An exploration of how the osquery community has grown, problems we faced/still face, and the directions we're hoping to push the community forward. Over the past two years the osquery community has increased dramatically. Not only have the number of contributions to the agent dramatically bumped, so has the number of platforms we support and richness of discussions in our community around best leveraging osquery. Nick takes us on a tour of where osquery has been and where it is headed.
Join us for a 2-day Osquery conference at the Palace of Fine Arts Innovation Hangar focused on bringing security, devops, macadmins, and other experts in the Osquery community together. With talks from industry juggernauts and the creators of Osquery, discussion will focus on emergent topics that affect the landscape & development of Osquery.
We've brought together the biggest names in the Osquery community to speak and discuss on a variety of use-cases and issues. No matter whether you are an Osquery expert or are installing it for the first time there is something for you:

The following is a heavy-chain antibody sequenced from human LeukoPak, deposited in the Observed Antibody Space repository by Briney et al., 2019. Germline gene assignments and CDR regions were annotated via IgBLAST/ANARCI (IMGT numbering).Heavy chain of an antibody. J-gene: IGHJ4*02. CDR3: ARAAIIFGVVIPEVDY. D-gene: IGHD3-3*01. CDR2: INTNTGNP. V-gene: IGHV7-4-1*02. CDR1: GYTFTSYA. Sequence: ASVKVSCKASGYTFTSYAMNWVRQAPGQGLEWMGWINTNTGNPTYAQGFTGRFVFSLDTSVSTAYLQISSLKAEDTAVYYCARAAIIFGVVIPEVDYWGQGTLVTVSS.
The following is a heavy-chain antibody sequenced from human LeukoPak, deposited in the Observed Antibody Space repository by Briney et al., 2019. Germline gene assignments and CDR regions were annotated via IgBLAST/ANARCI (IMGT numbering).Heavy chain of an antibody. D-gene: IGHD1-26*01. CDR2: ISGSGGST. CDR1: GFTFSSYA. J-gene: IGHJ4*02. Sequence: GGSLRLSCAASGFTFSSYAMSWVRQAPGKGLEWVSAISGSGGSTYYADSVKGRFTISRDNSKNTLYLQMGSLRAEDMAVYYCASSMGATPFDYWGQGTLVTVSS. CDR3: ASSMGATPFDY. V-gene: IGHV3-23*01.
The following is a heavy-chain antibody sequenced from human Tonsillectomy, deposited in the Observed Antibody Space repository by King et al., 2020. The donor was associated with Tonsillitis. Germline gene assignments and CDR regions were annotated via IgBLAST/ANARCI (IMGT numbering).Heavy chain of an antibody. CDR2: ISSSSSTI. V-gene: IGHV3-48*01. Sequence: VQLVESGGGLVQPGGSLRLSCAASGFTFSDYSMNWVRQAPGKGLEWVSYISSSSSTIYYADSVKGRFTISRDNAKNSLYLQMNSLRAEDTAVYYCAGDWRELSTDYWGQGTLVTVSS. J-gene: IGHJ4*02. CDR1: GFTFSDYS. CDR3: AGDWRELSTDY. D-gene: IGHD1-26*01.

Registration grants you full access to our two-day single track conference, packed with Osquery experts ranging from the Osquery creators and leaders to major open-source contributors and community members.Learn More
After a long day of talks, spend time imbibing with Osquery leaders, contributors, speakers, and other conference goers at this attendee-only networking event. Drinks and delicious food are on us!Learn More
Inspired by the talks? The community workshop lets you put your ideas into action in a communal setting where you can get hands-on experience guided by experts, collaborate on issues, and network with community members.Learn More
QueryCon18 will be held at the Palace of the Fine Arts Innovation Hangar, minutes away from the Golden Gate Bridge. Parking will be validated for all conference goers.
Facebook's Osquery is a Linux and OS X intrusion detection and response tool. It supports 10 OS flavors and is continuously built for 8 of those. It is very important that the infrastructure used to test, build, and publish security software be secure itself. This discussion presents how our Security team has enabled any Github contributor to submit C/C++/bash code to our CI and build server, safely. We will guide the audience through our CI hardening process and the attack and vulnerability reports we have received through our bug bounty targeting CI. This includes isolating a Mac Mini fleet of build slaves, not trusting Jenkins as much as possible, automatically building, signing, and publishing packages to AWS S3, doing the same for OS X kernel extension code, adding 2-factor to everything.